|Nobody ever checked this screen during development or testing?|
Spelling errors bug me, especially in a game like this that hangs together quite well. I encountered no bugs aside from the one oddity of having the tranquilizer dart show up again when I restored inside the lab. Clearly the gameplay was tested, but nobody bothered to read through the text and check it? It really makes it seem like the video and audio content was considered more important, as if nobody reads in the future, but just watches videos instead. It’s a huge contrast to something like Myst with its copious journals and letters.
As I’ve mentioned, the game actively discourages exploration beyond what’s needed to solve the puzzles and advance. Sinclair’s lab at the rally has some extra research archives that explore what the man had been working on, which is great background material, but it’s totally irrelevant to stopping the robot. Naturally, the optimal playthrough entirely skips it. Any video is simply wasted time when the energy is ticking down, but it’s a shame that there wasn’t more of this sort of thing to be found in the other time periods for a playthrough that isn’t focused on optimization (especially the NORAD level, which felt particularly empty).
|The voice reads all this as well as having it displayed on-screen.|
Aside from brief encounters with the robots (and Sinclair at the end), there just isn’t much dialogue. The acting is well done, but there are no conversations, only one-sided remarks, and they are all very brief. The minigames did have significant written descriptions. But most of that merely duplicated the spoken content, which was unskippable. I mentioned earlier that I wanted subtitles for the videos. Here it seemed redundant to have both, since the purpose was only to explain how to play the minigames, not convey complex character information. The videos should have had subtitles, and the minigame explanations should have been text only.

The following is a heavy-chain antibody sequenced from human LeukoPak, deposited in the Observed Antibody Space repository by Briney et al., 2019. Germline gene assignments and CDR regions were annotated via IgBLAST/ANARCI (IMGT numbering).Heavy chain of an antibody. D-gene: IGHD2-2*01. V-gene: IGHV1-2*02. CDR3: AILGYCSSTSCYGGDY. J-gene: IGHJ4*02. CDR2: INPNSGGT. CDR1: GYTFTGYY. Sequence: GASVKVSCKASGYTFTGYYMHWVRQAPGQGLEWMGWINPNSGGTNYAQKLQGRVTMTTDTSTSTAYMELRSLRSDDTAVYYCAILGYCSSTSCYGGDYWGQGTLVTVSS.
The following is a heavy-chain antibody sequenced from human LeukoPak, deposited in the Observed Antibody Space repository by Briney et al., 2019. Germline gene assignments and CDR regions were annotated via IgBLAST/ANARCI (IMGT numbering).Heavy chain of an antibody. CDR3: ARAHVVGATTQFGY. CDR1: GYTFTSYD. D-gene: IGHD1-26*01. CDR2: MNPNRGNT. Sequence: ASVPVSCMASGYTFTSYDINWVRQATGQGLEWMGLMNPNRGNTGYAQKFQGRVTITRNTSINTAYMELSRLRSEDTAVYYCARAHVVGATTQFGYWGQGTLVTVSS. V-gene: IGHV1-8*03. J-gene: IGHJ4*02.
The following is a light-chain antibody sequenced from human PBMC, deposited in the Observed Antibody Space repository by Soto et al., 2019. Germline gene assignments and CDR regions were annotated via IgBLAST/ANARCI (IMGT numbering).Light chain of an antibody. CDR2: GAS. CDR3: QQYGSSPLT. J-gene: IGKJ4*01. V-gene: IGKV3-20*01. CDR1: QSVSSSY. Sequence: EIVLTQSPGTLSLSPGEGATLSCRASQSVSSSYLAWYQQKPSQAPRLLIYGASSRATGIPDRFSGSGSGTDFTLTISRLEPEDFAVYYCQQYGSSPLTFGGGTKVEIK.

That adds up to a final score of 4+3+5+6+5+4 = 27/60*100 = 45. Sixteen people made guesses ranging from 41 to 65, but this time, ShaddamIVth has nailed it.
100 points to Reiko
- Blogger award – 100 CAPs – For blogging through this game for our enjoyment
- Classic Blogger Award – 50 CAPs – For blogging through Trinity for our enjoyment
38 points to MorpheusKitami
- True Companion Award – 25 CAPs – For playing along with most of the game and providing amusing commentary
- Spellchecker Award – 10 CAPs – For finding the repeated “dicovery” typo and the “nuclear missle” typo in the screenshots
- Sudden Death Award – 3 CAPs – For alerting me to a death I’d missed: entering the mining tunnels without disabling the bomb
14 points to ShaddamIVth
- Psychic Prediction Award – 10 CAPs – For guessing the final rating for Journeyman Project
- Walking Dead Award – 2 CAPs – For sensing there would be a walking dead situation (but not how it would happen)
- Cognitive Dissonance Award – 2 CAPs – For recognizing that the Mars robot should have been more violent
- Psychic Prediction Award – 10 CAPs – For guessing the final rating of Trinity
7 points to Biscuit
- Music Research Award – 5 CAPs – For determining that the post titles are all songs by Two-Mix
- Pegasus Variation Award – 2 CAPs – For describing differences in the NORAD level in the Pegasus Prime remake
7 points to Ross
- Psychic Summary Award – 5 CAPs – For echoing my conclusion of Journeyman Project back on the first post
- Genre Evolution Award – 2 CAPs – For reflecting on how the JP games shifted their approach to exploration as the series progressed
3 points to Niklas
- (Not-so) Sudden Death Award – 3 CAPs – For alerting me to a death I’d missed: letting energy run out in the prehistoric era
2 points to ATMachine
- Historical Geography Award – 2 CAPs – For reminding us that Bonn was a capital while Germany was divided
With that, I am done with the first Journeyman Project game. We might eventually get to the Pegasus Prime remake (although with an original release date no earlier than 1997, it will be a while), and the second Journeyman Project game, Buried in Time, should be in the 1995 set. But before that, I’ll be back later in 1993 to see if Ecoquest II is just as cheerful and wholesome as the original.